10. Commercial Law

Commercial law provides the rules that merchants and others involved in commerce must follow as they conduct business amongst themselves and with consumers. It governs the sales of goods and services, negotiable instruments, security interests, leases, principal and agent relationships, contracts of carriage, and much more. In a broad sense, commercial law also encompasses related issues like business bankruptcy and tax planning.

Because various legal issues may be included or excluded from the subject of commercial law depending upon how expansively it is defined, it may be more helpful to consider the matter in terms of timing. Commercial law covers legal issues that arise prior to the initiation of a lawsuit. By contrast, once a lawsuit is filed, the same issues are more properly characterized as litigation. Thus, commercial law attorneys help their clients negotiate and enter into business deals. Litigation attorneys help their clients defend their interests in court when deals go bad.

11. Matrimonial /Family Law:-

Relationships offer wonderful benefits for wellbeing, life satisfaction, and stress management, but none are without their challenges. These issues can put a strain on a couple, but working through them can either strengthen their bond or push them apart, depending on how they handle the challenges they face. Working through marriage problems in a healthy way can be very difficult, especially because stressors in a marriage can come from many different sources.

12. Cyber Crime

Cyber crime encompasses any criminal act dealing with computers and networks (called hacking). Additionally, cyber crime also includes traditional crimes conducted through the Internet. For example; hate crimes, telemarketing and Internet fraud, identity theft, and credit card account thefts are considered to be cyber crimes when the illegal activities are committed through the use of a computer and the Internet

13. Intellectual Property

Intellectual property(IP) is a category ofpropertythat includes intangible creations of the human intellect.[1][2]There are many types of intellectual property, and some countries recognize more than others.[3][4][5][6][7]The most well-known types arecopyrights,patents,trademarks, andtrade secrets. Early precursors to some types of intellectual property existed in societies such asAncient Rome, but the modern concept of intellectual property developed in England in the 17th and 18th centuries. The term "intellectual property" began to be used in the 19th century, though it was not until the late 20th centurythat intellectual property became commonplace in the majority of the world's legal systems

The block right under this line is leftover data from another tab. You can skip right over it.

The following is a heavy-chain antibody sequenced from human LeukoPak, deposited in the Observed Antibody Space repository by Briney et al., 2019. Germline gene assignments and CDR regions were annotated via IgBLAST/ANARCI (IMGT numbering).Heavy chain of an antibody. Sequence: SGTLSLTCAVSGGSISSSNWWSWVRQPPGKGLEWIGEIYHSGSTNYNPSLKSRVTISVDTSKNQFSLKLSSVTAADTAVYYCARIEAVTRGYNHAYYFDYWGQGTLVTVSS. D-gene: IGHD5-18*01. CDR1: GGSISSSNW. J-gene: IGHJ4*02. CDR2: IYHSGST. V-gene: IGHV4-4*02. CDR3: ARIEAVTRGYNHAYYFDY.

The main purpose of intellectual property law is to encourage the creation of a wide variety of intellectual goods.[9]To achieve this, the law gives people and businesses property rights to the information and intellectual goods they create, usually for a limited period of time. This gives economic incentive for their creation, because it allows people to profit from the information and intellectual goods they create.[9]These economic incentives are expected to stimulate innovation and contribute to the technological progress of countries, which depends on the extent of protection granted to innovators

Theintangiblenature of intellectual property presents difficulties when compared with traditional property like land or goods. Unlike traditional property, intellectual property is "indivisible", since an unlimited number of people can "consume" an intellectual good without it being depleted. Additionally, investments in intellectual goods suffer from problems of appropriation: a landowner can surround theirland with a robust fence and hire armed guards to protect it, but a producer of information or literature can usually do very little to stop their first buyer from replicating it and selling it at a lower price. Balancing rights so that they are strong enough to encourage the creation of intellectual goods but not so strong that they prevent the goods' wide use is the primary focus of modern intellectual property law.